Whilst the experience of drought in England and Wales was unwelcome, it was far from devastating. Short-term emergency measures, such as the installation of temporary water pipelines and the use of tankers for emergency supplies, increased recycling of water in production processes and voluntary water savings by industrial, business and private consumers all assisted in coping with the drought hazard and related water supply restrictions. The long period of dry weather produced other problems - agricultural crops worth an estimated 500 million were lost, there was frequent fire damage on heathland and commonland over the summer of 1976 (especially in Wales and southern England), and damage to buildings from subsidence of clays was widespread (over 50 million was paid out in response to over 20,000 claims for subsidence damage in southern England in 1976).

The experience of the 1976-76 drought in England and Wales had widespread and lasting effects of private and public attitudes to water supply and resource management (so that periods of low rainfall in the summers of 1980, 1984 and 1989 have been coped with with limited water rationing and few major water shortages), but the drought impact was relatively short-term and localised, unlike the Sahel and subsequent droughts in north Africa. In the Sahel drought people died because of lack of food and malnutrition, and were forced to migrate. In the UK no one died and no one was short of food, but daily life was subjected to considerable inconvenience.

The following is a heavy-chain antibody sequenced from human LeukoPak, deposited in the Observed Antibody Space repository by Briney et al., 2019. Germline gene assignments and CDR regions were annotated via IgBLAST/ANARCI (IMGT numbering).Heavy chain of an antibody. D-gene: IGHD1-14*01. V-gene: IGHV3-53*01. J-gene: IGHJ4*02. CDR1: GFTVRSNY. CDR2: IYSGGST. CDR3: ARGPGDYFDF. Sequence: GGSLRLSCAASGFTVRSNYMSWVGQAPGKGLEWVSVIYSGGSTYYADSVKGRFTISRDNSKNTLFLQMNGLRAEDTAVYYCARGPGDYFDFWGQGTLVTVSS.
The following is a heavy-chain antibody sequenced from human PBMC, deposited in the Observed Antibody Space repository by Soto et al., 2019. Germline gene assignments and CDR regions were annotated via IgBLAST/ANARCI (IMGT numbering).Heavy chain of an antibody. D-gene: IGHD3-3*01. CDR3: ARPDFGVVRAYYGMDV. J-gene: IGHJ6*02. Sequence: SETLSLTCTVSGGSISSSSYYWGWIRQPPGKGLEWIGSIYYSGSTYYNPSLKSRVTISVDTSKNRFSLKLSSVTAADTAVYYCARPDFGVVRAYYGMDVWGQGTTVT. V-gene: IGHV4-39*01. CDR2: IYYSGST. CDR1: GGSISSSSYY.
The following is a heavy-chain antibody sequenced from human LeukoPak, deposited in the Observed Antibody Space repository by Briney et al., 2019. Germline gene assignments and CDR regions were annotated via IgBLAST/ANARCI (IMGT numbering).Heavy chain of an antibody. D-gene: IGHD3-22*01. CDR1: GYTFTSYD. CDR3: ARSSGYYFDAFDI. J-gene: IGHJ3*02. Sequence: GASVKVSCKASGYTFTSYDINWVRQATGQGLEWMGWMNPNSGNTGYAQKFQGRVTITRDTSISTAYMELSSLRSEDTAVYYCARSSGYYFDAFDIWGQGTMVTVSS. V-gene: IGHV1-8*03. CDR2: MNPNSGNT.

Single and multiple hazards

It is often difficult to plan for, or cope with, hazards because relatively rarely does an event occur in isolation, and events are rarely simple. Hazards can be multiple in two ways - there may be several successive events of one hazard, or a single hazard event may be multi-dimensional in character.

Multiple events of one hazard can often occur in quick succession, making rehabilitation and reconstruction difficult and dangerous. For example, a major earthquake devastated the town of Friuli in Italy in 1976. Search and rescue operations began straight away, and within two days debris from the collapsed houses was being cleared and tents had been provided for the 60 percent of the villagers who were homeless. Emergency supplies of food were distributed over a four week period. A Reconstruction Committee, which was formed ten days after the earthquake, soon began its work and within two months a return to normality was in sight.